This is what the LCD connector looks like on the back of the LCD panel. Different model LCD panels may have a different connector:



The connector has 1mm pitch pins, however it is extremely hard to crimp a mating connector without the correct tool. Therefore the metal shell was removed (gently ripped off with an old pair of wire cutters):



Then, the breakout board was directly soldered onto the pins:



This is eventually where I needed to get to:



More on that later, but it is probably easier to solder these wires on first (the wires are discussed next), and then solder the breakout board onto the LCD panel connector to end up with the result seen in the photograph above.


Selecting Cables

LVDS signalling is carried over pairs of wires. The communication from the RIoTboard to the LCD panel is carried over four pairs of wires. The cable is fairly critical. One option is to try Ethernet cable however in the end I decided to use the internals of a SATA cableSATA cable. The photo below shows the insides of the cable with the plastic insulator stripped off. The cable has two pairs of wires. The outer screen and braid was removed, leaving just the twisted pairs with inner screen intact.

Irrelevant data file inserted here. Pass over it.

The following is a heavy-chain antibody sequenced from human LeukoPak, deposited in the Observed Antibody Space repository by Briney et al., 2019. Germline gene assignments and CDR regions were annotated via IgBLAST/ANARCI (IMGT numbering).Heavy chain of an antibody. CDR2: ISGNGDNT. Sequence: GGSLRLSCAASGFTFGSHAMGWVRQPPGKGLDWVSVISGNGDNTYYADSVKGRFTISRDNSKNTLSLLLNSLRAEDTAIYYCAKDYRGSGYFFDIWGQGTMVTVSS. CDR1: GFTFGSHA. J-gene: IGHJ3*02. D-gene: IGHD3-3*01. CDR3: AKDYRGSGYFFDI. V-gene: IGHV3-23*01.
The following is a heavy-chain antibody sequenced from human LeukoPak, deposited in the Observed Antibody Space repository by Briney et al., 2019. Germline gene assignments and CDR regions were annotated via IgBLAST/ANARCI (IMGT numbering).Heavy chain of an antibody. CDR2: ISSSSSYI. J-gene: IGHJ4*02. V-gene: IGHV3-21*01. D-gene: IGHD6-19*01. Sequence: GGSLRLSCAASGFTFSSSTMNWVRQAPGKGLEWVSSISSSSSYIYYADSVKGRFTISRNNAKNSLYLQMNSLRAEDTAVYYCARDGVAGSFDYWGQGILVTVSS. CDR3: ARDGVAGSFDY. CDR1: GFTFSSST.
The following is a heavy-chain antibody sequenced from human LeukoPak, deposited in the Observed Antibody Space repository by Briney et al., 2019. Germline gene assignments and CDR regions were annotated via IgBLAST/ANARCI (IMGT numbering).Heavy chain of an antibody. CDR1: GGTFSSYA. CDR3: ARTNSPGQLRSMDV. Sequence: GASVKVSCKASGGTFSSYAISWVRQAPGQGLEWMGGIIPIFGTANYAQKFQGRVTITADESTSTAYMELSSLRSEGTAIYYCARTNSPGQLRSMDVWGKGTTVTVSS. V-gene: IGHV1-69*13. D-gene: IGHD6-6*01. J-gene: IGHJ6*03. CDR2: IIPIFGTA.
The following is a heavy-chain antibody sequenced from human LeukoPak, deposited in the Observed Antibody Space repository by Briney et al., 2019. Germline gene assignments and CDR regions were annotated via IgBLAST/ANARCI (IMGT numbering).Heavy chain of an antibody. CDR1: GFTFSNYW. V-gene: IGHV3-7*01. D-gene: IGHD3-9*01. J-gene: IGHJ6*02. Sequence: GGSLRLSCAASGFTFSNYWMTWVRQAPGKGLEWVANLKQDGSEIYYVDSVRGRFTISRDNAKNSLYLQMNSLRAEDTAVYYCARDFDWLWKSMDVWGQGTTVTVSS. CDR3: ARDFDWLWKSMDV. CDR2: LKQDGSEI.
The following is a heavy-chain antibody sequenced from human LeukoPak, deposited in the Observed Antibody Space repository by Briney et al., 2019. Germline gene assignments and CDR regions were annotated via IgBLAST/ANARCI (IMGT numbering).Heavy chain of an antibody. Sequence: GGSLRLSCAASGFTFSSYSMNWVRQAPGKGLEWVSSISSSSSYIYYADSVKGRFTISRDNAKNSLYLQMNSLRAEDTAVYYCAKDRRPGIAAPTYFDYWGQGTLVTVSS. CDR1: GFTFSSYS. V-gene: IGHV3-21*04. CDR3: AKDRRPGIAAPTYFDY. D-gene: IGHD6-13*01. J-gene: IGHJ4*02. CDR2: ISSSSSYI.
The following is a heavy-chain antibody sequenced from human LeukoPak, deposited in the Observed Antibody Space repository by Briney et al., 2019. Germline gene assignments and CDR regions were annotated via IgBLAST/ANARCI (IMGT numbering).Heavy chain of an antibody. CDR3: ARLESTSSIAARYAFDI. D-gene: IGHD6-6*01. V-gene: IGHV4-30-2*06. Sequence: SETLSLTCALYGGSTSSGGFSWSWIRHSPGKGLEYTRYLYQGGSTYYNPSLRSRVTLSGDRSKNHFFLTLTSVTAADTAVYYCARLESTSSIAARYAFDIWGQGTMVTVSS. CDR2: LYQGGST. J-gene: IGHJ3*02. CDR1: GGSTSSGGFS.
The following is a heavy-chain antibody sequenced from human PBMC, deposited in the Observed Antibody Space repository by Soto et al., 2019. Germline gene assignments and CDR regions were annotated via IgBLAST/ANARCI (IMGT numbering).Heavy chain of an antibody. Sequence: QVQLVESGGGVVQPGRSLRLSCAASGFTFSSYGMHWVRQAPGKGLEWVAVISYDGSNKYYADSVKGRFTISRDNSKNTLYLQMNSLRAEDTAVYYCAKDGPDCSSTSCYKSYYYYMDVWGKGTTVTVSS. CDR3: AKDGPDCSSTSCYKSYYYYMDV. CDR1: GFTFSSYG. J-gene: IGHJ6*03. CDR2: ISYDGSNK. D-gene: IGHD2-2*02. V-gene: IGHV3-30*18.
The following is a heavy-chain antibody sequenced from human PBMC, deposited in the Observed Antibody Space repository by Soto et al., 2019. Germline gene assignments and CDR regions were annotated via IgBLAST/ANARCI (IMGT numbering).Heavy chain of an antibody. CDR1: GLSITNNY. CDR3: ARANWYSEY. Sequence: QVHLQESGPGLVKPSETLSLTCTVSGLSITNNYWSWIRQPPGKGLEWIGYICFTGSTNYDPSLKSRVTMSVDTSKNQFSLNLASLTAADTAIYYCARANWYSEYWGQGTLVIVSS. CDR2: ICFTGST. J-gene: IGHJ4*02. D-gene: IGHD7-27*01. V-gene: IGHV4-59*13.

Some recommendations when creating the LVDS signalling connections are:

  1. Keep the cable lengths all exactly identical
  2. Untwist the bare minimum at each end, and keep the remainder twisted (don’t over-twist the remainder either; keep it exactly as it was)
  3. No sharp bends; try to make them curved


Once the connections were made, the copper ground wire was twisted around all the pairs to keep the screens all at the same voltage, and to keep a tidy bundle.